FlyerTalk Forums - View Single Post - 2nd daily UA IAH-NRT? (UA back to 1 flight Jan-31-15, ANA Starting 77W in June 2015)
Old Jun 3, 14, 3:34 pm
  #13  
spin88
 
Join Date: Feb 2008
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Originally Posted by EWR764 View Post
It's hard to make that comparison because UA SFO-NRT service is 744 and IAH-NRT is 772. The 777 will have considerably less fuel burn but slightly higher CASM owing to its smaller number of seats. However, I would have to believe a 772 on a 5767nm sector is probably approaching the CASM of a 744 on a 4447nm sector because CASM tends to decrease as you increase LOH. The factor that often won't increase commensurately is RASM over a longer haul unless you're discussing a city pair with a significant revenue premium for a nonstop service (IAH may have it).

With respect to your argument about IAH shunting flow over ORD/SFO, well, if that were the case, it would be a failing of UA's RM system to allocate traffic to its most profitable routing. I certainly wouldn't put it past UA's crack IT team, though!

What you're missing with the second IAH-NRT is that it is more competitively-timed to capture deep South America transit traffic that already has to pass through customs enroute whether it be at JFK, IAH, LAX, or DFW. The new flight may drive more lucrative new business to UA as NRT transit at now no longer requires lengthy layovers. I think this route is about driving more traffic in the SE/Florida/Latin America to NRT over IAH as it is a growing market, rather than an attempt to reallocate existing flow.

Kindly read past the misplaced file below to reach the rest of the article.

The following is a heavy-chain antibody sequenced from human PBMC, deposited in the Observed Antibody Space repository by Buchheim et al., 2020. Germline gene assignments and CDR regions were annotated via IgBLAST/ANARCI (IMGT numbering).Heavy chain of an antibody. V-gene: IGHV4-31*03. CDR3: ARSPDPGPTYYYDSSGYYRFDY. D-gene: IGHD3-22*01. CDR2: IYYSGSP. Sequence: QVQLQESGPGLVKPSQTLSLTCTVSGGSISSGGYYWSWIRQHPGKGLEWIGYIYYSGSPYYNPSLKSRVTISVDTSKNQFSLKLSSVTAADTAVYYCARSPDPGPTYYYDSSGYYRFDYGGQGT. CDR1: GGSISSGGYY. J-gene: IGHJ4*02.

United currently runs either 747x2 or 747 and 772 ex-SFO. Its seasonal, but will become only one plane (I assume a 744) once HND starts. Flying a 744 is a better CASM than 772x2, and the question is not really what AC UAL flies, but what routings it puts those A/C on.

If, United has enough traffic to fill 772x2 from IAH with (a) O/D traffic and (2) traffic connecting on to central/south america, then adding a flight with higher CASM makes sense as they can get a yield premium. My point is that to fill the second plane, they need to discount those flights (or price them the same as ex-SFO). Running a couple of quick searches of places that have connection to SFO/LAX (both shower lower CASM flights) and also DEN/ORD (longer, but still shorter than ex-IAH) I get the same fares, or actually cheaper fares ex-IAH over the next few months. That said that United is allowing traffic to flow to the high CASM ex-IAH flight, or pushing it there with a slightly cheaper price.

That suggests that to me(at least at this point) the flight is not a flight that will increase yield overall.

That said, if they get more for the BF seats than from other gateways, it may make it all make sense.
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